11. Winter is past The winter of Palestine has little frost or snow, except on Hermon, and perhaps a few other mountain-tops, but it is a season of long and surly rains, making it far less enjoyable than the lively and joyous winters of our climate. Few of the houses are built to yield comfort at this time. One item, the lack of glass windows, is of itself suggestive the choice being between darkness and chilliness. No trace can be found of any good method of illuminating, or of any decent appliances for warming, houses. When, therefore, the sun in February began to be felt, welcome was the thought, “The winter is past, the rain is over and gone,” and now hope and love respond to Nature’s gladness.
12. The flowers appear on the earth The drift of allusion shows the parties foremost in the drama, the Enamoured and the Beloved, to be in lowly condition and dwellers in the country. To such this spring season is the most laborious of all, especially to get in all seeds while the soil is moist with the early rain and the latter rain is yet to come. This gives a holiday zest to this proposed excursion. They are to go, not for labour, but to the banquet which nature spreads.
The time of the singing The word really means, the song of men of labourers but to refer it to birds does no harm, though the next clause would be sufficient for that.
The voice of the turtle The “turtle” dove (named tur-tur, from its cooing) spends the winter farther south, and its return to Palestine is like that of the swallow to ours, or like that of the cuckoo, whose note resembles the turtle dove’s, which is often called the mourning dove.
13. The fig tree putteth forth The verb means really to embalm, and the true sense is, The fig tree is spicing her green figs. The vines, etc. The vines are abloom, they are fragrant.
14. O my dove The Beloved calls her a “dove” from the timid nature of that bird, which on the least alarm flies to its shelter. “Oh that I had wings like a dove! for then would I fly away.”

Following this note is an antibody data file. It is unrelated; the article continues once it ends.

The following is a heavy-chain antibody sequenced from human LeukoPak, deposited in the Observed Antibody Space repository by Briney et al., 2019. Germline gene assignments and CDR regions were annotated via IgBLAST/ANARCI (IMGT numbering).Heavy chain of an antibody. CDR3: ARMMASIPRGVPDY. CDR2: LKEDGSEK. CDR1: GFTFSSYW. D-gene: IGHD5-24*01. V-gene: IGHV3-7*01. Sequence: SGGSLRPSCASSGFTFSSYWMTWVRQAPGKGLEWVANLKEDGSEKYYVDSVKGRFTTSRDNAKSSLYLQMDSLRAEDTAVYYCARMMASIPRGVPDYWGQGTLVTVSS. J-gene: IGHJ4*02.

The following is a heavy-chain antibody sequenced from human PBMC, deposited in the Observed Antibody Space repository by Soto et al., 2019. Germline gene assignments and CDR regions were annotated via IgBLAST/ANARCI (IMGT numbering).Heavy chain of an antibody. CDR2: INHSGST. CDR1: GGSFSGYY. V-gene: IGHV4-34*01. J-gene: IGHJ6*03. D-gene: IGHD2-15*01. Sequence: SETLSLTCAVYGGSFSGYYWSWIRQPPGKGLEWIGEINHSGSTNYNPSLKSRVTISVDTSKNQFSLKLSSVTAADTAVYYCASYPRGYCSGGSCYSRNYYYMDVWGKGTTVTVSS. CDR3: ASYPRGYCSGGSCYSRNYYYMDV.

“How say ye to my soul,
Flee as a bird ( dove ) to your mountain.”
Stairs Hebrew, In the crevices of mountain cliffs. Tenderly does the Beloved chide her reluctance to accept his invitation.
15. It is hard to find in all poetry a more beautiful rhetorical foil than this verse. The knocking at the gate in “Macbeth” is like it. When a passion has run so intensely that its crisis must be near, then to interrupt it, and divert the attention by throwing in fresh and unlooked-for elements, is the highest art. This interruption exactly suits the stern and careful brothers already mentioned. Partly to prevent the intimacy, imprudent and excessive as they seem to regard it, of the lovers, and partly to protect their property in this season of its exposure when they themselves are so busy, they order their sister to spend the day in watching the vineyards.
Take us the foxes Foxes were abundant in Palestine, (the jackal is not here meant,) and they did the vines damage at this season, chiefly by burrowing around their roots, like the gopher and field rat. Unless now caught, they would make havoc in harvest. To this order she meekly yields, consoling herself with the sentiment of the following verse.
16. My beloved is mine Whatever may be the disappointment, she rests her heart upon the sure and abiding tie which absence cannot sever.
Feedeth among the lilies The verb is transitive, and means “feedeth his flock among the lilies.” The clause should be introduced by the word “while.” The sense is, He is mine and I am his, though I watch, etc.
17. Until the day, etc. Hebrew, Until the day breathe cool and the shadows stretch themselves. The first clause might apply to evening or morning, either being the time of cool breezes, but the second clause fixes the sense to be “at evening.”
Be thou like a… hart That is, “Return quickly.”
Upon the mountains of Bether Hebrews Over the mountains of separation. “The separating hills.” The speed of the Beloved has already been compared to that of a deer on its mountains.
At evening the Beloved did not return.
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Whedon, Daniel. "Commentary on Song of Solomon 2". "Whedon's Commentary on the Bible". https://www.studylight.org/
the Third Week after Epiphany